I’ve been a father for over 10 years, but I’ve been a stay-at-home dad for much less time. After my oldest son was born, I moved from full to part-time status at work. Four years later, we moved cities when my wife took on a new job. She was pregnant with our third child and it just made sense to move into full-time parenting.
Two years ago, I flew through Heathrow airport in London. On my arrivals card, I listed my occupation as stay-at-home dad.
The Customs and Immigration Officer, who was trained in the finer art of welcoming visitors to the country — or friendly chit-chat as normal people call it — made the comment that he had never seen that occupation listed before. I had to admit that it was the first time I could remember offering it as my profession.
I cannot be the first stay-at-home dad to have passed through this particular immigation officer’s booth at Heathrow. I suspect that stay-at-home dads are disproportionately well-represented in the class that can afford to travel the world. It might be hard for many men to give up being the breadwinner, but it is a hell of a lot easier to do it when your high-powered wife is bringing home plenty of bread. I count myself fortunate to be in that position.
Still, it speaks to something that it took me five years of not working to finally put my occupation as stay-at-home dad. Any other career change would have been immediately reflected in my answer to that question. I’ve moved from student to journalist and trekking guide to website producer in my career. Since I quit paid employment, I’m pretty sure I’ve filled in a few forms using the term “unemployed” instead of stay-at-home dad. Which, when I think about it, it is quite strange.
It speaks to how much what you do defines you as a man. As you can see from my list of jobs, I hardly had to descend from the corporate stratosphere to stay at home. Achieving high status was never a career priority for me. Perhaps that made it easier for me to shift into the domestic wilderness, but still, having a job is clearly quite important to my male identity.
In contrast, when my mother recharged her career as her house emptied of children, I remember she rewrote her resume with “raising five children” as her primary career achievement. There was an element of feminist rebellion in this, but clearly, I am nowhere near there yet.
I still find calling myself a stay-at-home dad awkward. My discomfort doesn’t make it any easier when I have to answer the question, “What do you do?” I’ll often couch my answer in the phrase, “Right now, I am a stay-at-home dad.” Perhaps I’m doing this in the hope that will give the inquirer license to delve into my distant past or just talk about the weather.
My discomfort not withstanding, many other people are quite unsettled when confronted with the stay-at-home dad response. Maybe, like the immigration officer, they have never actually heard it before and are simply taken unawares. I’ve tried using the term “Kid Wrangler,” but apparently, this is an instance when joking should be left aside.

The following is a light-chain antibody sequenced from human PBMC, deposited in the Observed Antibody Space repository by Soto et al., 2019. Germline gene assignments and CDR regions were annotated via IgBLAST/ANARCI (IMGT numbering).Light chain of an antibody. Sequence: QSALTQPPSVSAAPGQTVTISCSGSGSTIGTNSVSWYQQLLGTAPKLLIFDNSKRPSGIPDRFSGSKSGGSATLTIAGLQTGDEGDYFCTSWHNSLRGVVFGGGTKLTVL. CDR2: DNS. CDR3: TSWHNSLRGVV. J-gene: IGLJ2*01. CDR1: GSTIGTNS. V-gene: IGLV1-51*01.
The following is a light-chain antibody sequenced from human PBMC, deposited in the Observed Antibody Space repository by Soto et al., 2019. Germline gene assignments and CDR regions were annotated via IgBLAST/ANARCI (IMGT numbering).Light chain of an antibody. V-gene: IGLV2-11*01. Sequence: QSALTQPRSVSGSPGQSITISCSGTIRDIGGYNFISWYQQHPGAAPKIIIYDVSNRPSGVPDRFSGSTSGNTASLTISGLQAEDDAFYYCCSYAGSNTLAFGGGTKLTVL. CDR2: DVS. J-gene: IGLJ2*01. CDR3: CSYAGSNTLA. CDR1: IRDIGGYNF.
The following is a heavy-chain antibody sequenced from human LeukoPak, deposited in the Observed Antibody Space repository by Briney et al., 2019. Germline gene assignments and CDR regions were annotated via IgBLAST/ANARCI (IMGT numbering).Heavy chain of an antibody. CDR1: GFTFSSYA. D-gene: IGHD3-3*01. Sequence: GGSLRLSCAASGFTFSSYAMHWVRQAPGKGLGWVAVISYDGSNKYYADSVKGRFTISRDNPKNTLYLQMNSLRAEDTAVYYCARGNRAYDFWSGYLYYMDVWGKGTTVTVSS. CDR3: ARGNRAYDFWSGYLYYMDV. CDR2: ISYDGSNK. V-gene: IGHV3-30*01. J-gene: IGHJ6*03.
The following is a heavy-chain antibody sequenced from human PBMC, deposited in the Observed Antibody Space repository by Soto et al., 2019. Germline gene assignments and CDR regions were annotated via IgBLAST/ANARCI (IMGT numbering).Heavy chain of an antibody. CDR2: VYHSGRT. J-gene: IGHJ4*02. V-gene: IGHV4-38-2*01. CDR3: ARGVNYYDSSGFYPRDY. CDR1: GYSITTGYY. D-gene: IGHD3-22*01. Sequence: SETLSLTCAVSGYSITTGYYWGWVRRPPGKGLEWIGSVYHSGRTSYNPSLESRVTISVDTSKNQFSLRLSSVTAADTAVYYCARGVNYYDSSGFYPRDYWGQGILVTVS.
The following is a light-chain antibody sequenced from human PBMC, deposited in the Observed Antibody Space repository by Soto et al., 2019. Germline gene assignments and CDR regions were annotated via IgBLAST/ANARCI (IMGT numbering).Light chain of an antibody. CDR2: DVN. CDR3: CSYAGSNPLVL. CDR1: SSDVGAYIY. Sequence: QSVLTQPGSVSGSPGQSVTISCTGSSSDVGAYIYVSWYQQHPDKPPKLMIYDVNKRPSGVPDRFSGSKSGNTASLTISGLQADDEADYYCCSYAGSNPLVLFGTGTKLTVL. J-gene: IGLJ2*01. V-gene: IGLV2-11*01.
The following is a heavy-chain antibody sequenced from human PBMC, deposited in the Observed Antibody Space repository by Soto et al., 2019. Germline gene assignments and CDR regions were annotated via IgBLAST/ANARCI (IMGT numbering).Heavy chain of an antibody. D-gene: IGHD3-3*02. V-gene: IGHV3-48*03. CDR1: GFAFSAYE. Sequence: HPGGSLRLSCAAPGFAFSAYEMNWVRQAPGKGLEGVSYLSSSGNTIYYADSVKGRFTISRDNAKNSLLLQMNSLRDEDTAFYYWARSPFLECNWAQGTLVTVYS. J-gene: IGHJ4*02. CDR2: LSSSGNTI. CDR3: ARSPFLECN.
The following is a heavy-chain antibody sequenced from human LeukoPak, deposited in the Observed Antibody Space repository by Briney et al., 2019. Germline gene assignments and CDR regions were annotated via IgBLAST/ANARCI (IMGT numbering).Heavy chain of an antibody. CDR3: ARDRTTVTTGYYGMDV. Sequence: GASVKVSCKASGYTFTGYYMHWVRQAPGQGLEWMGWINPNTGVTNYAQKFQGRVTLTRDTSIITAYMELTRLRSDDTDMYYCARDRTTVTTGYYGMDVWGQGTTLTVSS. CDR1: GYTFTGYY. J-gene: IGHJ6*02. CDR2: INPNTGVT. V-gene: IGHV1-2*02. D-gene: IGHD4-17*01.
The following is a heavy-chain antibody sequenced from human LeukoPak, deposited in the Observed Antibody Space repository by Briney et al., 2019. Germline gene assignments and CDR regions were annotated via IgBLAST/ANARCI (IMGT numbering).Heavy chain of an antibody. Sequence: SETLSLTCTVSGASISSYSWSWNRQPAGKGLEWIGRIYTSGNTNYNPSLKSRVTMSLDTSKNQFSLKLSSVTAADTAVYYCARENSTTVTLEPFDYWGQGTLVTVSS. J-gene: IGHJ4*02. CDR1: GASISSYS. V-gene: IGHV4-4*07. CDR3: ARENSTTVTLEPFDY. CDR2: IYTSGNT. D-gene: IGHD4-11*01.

In this case, the “what do you do?” conversation often turns into a discussion of my wife’s job.
Still, this is better than meeting someone who launches into an over-enthusiastic affirmation to the news that I am a stay-at-home dad: “Oh, that is great, good for you. I’d love to be able to do that.” I’ve always been a little suspicious of unfailing optimists. Life is not that perfect. So the parenting evangelist is my current social bête noire. They really tap into my insecurities, because I immediately go into my glass half empty mode; No, it is not that great. It’s hard work. I am constantly questioning if I am a good enough. Which is nothing new to many mothers out there.
Recently, I was engaged in a conversation with Anne-Marie Slaughter, who seems to operate in the rarified space as a post-modern Renaissance woman discussing everything from the gender roles to the geopolitics of the Russia and the Middle East.
In 2012, she made waves by explaining “Why Women Still Can’t Have It All” in an article in The Atlantic.
During our chat, Anne-Marie told me about the idea of lead parenting, which she is incorporating into an upcoming book. She proposed the term “lead parent” as an alternative to stay-at-home parent, which by definition implies some sort of lack, limit or otherness. For that reason alone, it is a good start.
Still, I haven’t started calling myself a lead parent yet because until her book Unfinished Business is published this September, I figure that I’ll just have to explain what the term means, and that will just delay the inevitable.
We discussed her husband, Andrew Moravcsik, who is the lead parent in their family. Of course this opened up many avenues of conversation and it is only now, as I write this, that I see one line of conversation we missed.
Andrew still works. So when he is asked what he does with his life, does he say he’s professor at Princeton or a lead parent? What about when he is in an obviously child-centered situation like at a school or sporting event?
I suspect I know the answer.